Date of Original Version
Abstract or Description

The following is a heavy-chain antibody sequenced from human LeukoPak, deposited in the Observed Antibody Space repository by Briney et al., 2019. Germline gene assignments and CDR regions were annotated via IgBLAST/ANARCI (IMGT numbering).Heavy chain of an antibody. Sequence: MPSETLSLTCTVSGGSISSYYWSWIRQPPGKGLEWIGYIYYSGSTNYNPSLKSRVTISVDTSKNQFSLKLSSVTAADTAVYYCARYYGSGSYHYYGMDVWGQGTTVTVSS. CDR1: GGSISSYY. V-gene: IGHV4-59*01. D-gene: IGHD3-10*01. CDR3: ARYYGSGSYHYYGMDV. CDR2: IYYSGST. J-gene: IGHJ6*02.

Trade economists have long studied the effects of globalization on wage differences between workers with different levels of skill or education. This literature has generally sought to link globalization to changes in the economy-wide skill premium. Attanasio et al. (2004) and Gonzaga et al. (2006) are salient examples that investigate whether changes in sector-specific prices or tariffs, changes in skill composition within and across sectors, and movements in the skill premium are consistent with the predictions of workhorse trade models, such as the Heckscher-Ohlin model. However, there is little evidence directly establishing a causal effect of globalization on the skill premium. More recently, a growing body of research has focused on trade’s differential effects across local markets within a country. In this paper, we combine these two strands of literature by developing a theoretically consistent approach to studying the causal effect of trade liberalization on the skill premium at the local level.